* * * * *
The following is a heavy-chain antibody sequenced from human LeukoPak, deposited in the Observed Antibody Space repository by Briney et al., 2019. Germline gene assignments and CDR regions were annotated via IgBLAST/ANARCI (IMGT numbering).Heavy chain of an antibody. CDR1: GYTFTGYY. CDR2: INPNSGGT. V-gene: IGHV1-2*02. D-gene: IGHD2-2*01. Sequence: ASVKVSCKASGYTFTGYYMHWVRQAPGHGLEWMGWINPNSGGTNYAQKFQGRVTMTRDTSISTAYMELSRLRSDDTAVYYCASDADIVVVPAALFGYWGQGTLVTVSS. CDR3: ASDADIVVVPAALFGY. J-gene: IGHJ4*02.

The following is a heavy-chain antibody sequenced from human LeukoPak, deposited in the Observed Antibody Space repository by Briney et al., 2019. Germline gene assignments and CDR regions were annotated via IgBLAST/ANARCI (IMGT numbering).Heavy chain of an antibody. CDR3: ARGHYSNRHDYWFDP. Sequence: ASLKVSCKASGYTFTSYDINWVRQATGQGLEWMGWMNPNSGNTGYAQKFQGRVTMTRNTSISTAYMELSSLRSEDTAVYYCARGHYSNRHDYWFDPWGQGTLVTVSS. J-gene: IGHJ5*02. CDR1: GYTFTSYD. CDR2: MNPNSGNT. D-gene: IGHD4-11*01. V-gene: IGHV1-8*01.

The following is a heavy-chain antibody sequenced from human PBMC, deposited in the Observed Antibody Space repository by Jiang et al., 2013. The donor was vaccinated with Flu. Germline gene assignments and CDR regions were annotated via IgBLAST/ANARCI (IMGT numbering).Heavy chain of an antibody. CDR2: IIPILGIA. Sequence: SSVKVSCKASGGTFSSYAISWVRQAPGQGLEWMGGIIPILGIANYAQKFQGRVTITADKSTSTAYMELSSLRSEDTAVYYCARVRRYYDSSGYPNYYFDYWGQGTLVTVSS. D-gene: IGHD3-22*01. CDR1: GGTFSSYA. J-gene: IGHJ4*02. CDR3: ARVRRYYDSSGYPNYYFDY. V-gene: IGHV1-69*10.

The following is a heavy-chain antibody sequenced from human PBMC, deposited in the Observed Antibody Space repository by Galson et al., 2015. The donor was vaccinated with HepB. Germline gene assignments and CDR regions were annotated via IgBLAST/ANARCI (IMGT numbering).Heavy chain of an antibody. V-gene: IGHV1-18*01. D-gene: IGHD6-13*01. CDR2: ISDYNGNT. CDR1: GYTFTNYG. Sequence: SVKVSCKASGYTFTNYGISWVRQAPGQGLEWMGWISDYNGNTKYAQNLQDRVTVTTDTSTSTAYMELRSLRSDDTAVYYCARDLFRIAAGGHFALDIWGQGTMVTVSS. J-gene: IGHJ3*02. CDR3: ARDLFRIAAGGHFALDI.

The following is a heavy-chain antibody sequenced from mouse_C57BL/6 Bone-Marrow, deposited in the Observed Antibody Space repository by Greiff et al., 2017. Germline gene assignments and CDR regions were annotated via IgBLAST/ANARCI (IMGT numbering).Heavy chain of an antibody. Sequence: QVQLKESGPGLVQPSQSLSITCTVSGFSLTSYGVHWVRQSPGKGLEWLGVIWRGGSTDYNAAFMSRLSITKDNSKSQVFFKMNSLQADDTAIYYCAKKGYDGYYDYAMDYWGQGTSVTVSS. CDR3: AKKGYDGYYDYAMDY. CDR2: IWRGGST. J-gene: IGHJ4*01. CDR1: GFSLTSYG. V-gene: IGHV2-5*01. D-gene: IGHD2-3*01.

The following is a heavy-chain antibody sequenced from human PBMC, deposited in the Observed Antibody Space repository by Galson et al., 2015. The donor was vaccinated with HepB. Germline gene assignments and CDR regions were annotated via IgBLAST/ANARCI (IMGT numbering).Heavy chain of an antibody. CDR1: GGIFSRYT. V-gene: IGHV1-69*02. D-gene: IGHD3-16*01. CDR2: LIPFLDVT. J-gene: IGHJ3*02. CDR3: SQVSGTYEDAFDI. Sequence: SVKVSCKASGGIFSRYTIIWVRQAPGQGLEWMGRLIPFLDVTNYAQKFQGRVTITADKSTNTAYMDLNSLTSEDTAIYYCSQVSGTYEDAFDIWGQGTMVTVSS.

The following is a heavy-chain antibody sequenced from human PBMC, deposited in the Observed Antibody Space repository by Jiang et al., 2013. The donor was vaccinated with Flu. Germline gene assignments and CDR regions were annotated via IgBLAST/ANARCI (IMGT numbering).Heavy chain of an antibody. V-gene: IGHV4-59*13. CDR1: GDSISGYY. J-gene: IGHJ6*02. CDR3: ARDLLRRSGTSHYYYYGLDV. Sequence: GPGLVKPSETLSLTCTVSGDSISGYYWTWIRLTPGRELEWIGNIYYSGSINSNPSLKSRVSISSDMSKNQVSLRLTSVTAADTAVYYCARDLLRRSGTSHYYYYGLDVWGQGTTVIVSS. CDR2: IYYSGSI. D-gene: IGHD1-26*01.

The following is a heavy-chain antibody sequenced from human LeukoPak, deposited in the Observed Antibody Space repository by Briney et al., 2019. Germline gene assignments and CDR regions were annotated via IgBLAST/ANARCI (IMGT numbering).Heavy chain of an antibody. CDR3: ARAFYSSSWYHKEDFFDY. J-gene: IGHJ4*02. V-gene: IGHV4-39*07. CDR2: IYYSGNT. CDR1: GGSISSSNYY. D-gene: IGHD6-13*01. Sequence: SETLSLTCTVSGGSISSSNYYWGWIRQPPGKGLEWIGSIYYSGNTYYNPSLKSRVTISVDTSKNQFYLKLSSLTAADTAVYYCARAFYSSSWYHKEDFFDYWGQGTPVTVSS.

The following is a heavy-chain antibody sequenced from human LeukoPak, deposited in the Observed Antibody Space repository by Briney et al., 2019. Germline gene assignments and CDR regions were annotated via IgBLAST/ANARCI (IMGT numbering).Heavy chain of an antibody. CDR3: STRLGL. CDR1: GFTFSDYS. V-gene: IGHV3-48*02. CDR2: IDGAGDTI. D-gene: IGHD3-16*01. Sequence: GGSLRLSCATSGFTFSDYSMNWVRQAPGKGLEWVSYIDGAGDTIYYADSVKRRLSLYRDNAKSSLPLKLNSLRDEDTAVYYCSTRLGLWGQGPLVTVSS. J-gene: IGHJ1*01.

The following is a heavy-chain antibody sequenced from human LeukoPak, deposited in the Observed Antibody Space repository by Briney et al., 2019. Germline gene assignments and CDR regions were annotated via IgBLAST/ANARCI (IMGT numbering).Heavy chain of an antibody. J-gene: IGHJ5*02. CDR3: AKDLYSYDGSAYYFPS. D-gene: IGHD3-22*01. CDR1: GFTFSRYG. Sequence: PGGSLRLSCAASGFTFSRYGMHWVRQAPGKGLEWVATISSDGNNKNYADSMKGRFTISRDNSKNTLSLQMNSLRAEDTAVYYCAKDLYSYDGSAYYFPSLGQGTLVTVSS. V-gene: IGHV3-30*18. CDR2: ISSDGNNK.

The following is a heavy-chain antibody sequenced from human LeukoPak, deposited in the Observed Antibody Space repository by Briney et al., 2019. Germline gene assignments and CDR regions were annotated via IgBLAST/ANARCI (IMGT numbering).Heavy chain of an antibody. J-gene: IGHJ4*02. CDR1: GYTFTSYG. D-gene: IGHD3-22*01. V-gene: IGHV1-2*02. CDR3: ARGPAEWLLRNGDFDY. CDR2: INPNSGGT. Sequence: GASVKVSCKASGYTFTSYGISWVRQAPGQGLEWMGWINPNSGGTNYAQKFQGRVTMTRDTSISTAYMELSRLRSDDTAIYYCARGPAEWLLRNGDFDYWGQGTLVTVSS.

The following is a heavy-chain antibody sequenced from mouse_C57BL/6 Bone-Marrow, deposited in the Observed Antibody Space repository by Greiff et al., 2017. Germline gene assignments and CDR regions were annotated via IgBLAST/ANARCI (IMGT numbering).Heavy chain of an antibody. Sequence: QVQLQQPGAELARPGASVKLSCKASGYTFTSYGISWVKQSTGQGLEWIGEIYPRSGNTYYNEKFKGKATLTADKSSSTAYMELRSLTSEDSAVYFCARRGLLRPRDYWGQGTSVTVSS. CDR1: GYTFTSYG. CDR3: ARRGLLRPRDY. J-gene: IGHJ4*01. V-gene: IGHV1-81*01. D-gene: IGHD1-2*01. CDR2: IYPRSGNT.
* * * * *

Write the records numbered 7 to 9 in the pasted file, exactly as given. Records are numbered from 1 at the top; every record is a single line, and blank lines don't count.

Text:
The following is a heavy-chain antibody sequenced from human PBMC, deposited in the Observed Antibody Space repository by Jiang et al., 2013. The donor was vaccinated with Flu. Germline gene assignments and CDR regions were annotated via IgBLAST/ANARCI (IMGT numbering).Heavy chain of an antibody. V-gene: IGHV4-59*13. CDR1: GDSISGYY. J-gene: IGHJ6*02. CDR3: ARDLLRRSGTSHYYYYGLDV. Sequence: GPGLVKPSETLSLTCTVSGDSISGYYWTWIRLTPGRELEWIGNIYYSGSINSNPSLKSRVSISSDMSKNQVSLRLTSVTAADTAVYYCARDLLRRSGTSHYYYYGLDVWGQGTTVIVSS. CDR2: IYYSGSI. D-gene: IGHD1-26*01.

The following is a heavy-chain antibody sequenced from human LeukoPak, deposited in the Observed Antibody Space repository by Briney et al., 2019. Germline gene assignments and CDR regions were annotated via IgBLAST/ANARCI (IMGT numbering).Heavy chain of an antibody. CDR3: ARAFYSSSWYHKEDFFDY. J-gene: IGHJ4*02. V-gene: IGHV4-39*07. CDR2: IYYSGNT. CDR1: GGSISSSNYY. D-gene: IGHD6-13*01. Sequence: SETLSLTCTVSGGSISSSNYYWGWIRQPPGKGLEWIGSIYYSGNTYYNPSLKSRVTISVDTSKNQFYLKLSSLTAADTAVYYCARAFYSSSWYHKEDFFDYWGQGTPVTVSS.

The following is a heavy-chain antibody sequenced from human LeukoPak, deposited in the Observed Antibody Space repository by Briney et al., 2019. Germline gene assignments and CDR regions were annotated via IgBLAST/ANARCI (IMGT numbering).Heavy chain of an antibody. CDR3: STRLGL. CDR1: GFTFSDYS. V-gene: IGHV3-48*02. CDR2: IDGAGDTI. D-gene: IGHD3-16*01. Sequence: GGSLRLSCATSGFTFSDYSMNWVRQAPGKGLEWVSYIDGAGDTIYYADSVKRRLSLYRDNAKSSLPLKLNSLRDEDTAVYYCSTRLGLWGQGPLVTVSS. J-gene: IGHJ1*01.